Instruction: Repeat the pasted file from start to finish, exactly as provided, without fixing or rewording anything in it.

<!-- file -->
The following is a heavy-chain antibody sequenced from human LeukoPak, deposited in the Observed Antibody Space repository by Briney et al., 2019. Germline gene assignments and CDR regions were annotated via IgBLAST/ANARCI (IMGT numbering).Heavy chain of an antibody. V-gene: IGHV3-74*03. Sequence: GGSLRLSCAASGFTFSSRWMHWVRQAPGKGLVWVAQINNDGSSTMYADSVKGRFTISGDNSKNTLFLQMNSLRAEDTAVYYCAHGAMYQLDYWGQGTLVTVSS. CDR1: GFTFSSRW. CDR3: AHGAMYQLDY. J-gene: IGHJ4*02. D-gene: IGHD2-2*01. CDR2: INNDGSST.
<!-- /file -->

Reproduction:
The following is a heavy-chain antibody sequenced from human LeukoPak, deposited in the Observed Antibody Space repository by Briney et al., 2019. Germline gene assignments and CDR regions were annotated via IgBLAST/ANARCI (IMGT numbering).Heavy chain of an antibody. V-gene: IGHV3-74*03. Sequence: GGSLRLSCAASGFTFSSRWMHWVRQAPGKGLVWVAQINNDGSSTMYADSVKGRFTISGDNSKNTLFLQMNSLRAEDTAVYYCAHGAMYQLDYWGQGTLVTVSS. CDR1: GFTFSSRW. CDR3: AHGAMYQLDY. J-gene: IGHJ4*02. D-gene: IGHD2-2*01. CDR2: INNDGSST.